The minute I spent in Yibin, China hardly counts as sufficient ground upon which to make any of the following observations. Such shan't prevent me from making them anyways, but I intend them merely as modest notes on what seems to me a slow revolution's worth of social and political change.
First, I could not but be smitten by the generosity and graciousness of my hosts. I get it that I was there as a guest, and not a tourist, but even at that the provision of an assistant/translator all my own was, well, Wow! What I came to realize too, however, was that this graciousness served a purpose well beyond guest satisfaction. It offered a strategy for shaping the narrative, for controlling the story told by the guest. Indeed, THAT I am telling a story shaped by the experience I had of that university, that city, its people, and THAT that story is itself shaped by the narrative infrastructure crafted for my experience by my hosts IS the story--in three acts: (1) my experience, (2) my reflections on HOW that experience came to be, came to have the particular content it does have, contained by the borders imposed on it, and (3) my recognition that my own experience--my comport at Yibin--itself forms part of the narrative my hosts wish to project about themselves, their university, their city, and their people.
To be clear, I'm not suggesting that there's anything nefarious or "dark" about the ways in which my possible experiences were contained--even manipulated. What I am suggesting is that this effort--campaign even--to produce such a positive narrative (to plant such a meme) reflects a perhaps slow-developing, but profound, change in the ways in which one people, in this case the Chinese, see themselves in the globalized world. No longer insular, sealed off, the Other, such excellent public relations suggests a reaching out. The guest heads home with stories about the wonderful time they had. And I did--I had a wonderful time. I want to return to Yibin. And I want to return KNOWING that to some extent my very experience is permeated with precisely what they want me to see and hear, taste and feel. Why? Because as I know and my excellent hosts know as well, I'm manipulable--but not robotic. I'll experience, but I'll then think and reflect. I'll chew it all over, and then I'll tell THIS story.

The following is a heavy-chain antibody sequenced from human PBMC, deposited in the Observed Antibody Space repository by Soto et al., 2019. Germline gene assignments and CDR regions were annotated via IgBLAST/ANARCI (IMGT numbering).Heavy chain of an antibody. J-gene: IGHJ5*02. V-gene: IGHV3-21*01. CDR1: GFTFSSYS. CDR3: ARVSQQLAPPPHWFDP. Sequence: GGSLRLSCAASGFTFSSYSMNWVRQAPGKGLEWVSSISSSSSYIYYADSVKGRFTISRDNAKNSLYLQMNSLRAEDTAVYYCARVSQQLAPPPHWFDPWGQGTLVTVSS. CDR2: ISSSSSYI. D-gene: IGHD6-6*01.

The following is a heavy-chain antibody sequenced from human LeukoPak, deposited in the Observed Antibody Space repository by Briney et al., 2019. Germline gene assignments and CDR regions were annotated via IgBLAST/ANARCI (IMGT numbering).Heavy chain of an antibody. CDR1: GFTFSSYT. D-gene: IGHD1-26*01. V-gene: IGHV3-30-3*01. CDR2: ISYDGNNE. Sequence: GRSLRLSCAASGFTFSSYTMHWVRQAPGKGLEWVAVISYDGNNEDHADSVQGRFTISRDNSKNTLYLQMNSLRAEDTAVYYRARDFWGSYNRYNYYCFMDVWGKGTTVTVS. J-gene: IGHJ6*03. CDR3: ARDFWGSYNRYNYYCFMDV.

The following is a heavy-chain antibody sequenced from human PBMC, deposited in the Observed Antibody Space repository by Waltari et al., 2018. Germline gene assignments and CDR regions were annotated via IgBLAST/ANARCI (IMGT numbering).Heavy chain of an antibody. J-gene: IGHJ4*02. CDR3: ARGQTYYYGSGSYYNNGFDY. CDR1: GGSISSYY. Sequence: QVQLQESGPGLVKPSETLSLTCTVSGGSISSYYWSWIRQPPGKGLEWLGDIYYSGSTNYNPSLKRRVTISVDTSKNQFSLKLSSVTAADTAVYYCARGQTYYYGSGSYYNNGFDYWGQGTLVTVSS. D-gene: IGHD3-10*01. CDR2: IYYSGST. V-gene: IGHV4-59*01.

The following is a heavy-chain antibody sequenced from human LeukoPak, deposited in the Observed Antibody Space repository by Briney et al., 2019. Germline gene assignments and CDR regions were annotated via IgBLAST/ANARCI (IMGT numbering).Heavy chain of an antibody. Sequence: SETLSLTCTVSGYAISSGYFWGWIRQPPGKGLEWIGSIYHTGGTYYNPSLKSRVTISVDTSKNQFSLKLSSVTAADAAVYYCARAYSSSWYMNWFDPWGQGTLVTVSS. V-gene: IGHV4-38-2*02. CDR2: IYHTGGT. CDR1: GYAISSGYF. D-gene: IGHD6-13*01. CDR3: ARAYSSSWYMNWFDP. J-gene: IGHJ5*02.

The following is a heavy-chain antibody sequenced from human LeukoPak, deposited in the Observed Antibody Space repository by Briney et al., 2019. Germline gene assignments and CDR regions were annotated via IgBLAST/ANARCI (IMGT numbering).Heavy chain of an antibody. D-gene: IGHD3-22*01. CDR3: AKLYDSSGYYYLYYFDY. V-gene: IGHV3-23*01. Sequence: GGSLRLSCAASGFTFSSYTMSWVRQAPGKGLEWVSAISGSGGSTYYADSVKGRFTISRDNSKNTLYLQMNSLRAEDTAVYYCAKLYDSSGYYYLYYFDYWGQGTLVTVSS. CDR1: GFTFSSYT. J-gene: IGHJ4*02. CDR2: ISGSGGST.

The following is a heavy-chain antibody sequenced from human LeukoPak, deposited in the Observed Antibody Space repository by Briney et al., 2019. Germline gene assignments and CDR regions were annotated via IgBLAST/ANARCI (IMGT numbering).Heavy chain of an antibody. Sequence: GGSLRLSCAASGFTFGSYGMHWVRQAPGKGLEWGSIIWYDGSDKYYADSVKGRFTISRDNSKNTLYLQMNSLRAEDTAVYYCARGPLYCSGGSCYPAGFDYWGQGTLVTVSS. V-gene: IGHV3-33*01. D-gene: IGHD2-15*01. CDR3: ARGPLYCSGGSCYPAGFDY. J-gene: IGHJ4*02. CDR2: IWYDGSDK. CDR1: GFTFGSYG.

There's great irony here too: In the very effort to appear more global, more cosmopolitan, more Western--indeed, in order to accomplish this very objective--the experience of the Western guest must be contained, directed, and thereby limited to a specific trajectory that tells the story, and only the story, this particular configuration of Chinese academics wants told. But of course, far more than this story is told; for example, the one I am telling right now. Are such "containment" objectives nefarious? No, certainly not. Orchestrated to a specific advertising? Sure. And perhaps not really different from what "we" do. Or rather: There's much more to be said about how impressions/experiences/attitudes are shaped and imbued for the foreign guest, but whatever more this is, it's not just about being or not being in a "free" country. No, it's about a lot more.
Second, "containing" might be one way to describe the function of my assistant/translator. I didn't go out without him, and was subtly discouraged from doing so. But "containment" isn't at all adequate; it deflates the very human quality of my young friend Shu's comport towards me. In short, he liked me, and I liked him too. I found him charming, helpful--and a kid. That is, a young man--a kid--like any young men I've known over my many years as a teacher. A young man with aspirations, worries, fears, and desires for a meaningful future. And this observation, methinks, is as important to the future of China as could be any. This too isn't just about being or not being in a "free" country; it's not just about what it means to live or not live in a democracy. There is a "more" here as ineluctable and murky as is the United States relationship with China. What I do know is that there IS such a relationship, that it IS changing, that our old stereotypes about, as the inimitable Rush Limbaugh puts it, the "Chi-Coms" are more absurd now than ever; we remain stuck in this stereotype at our own political peril.
The moral of this story: Stepping off a plane radically changes your world.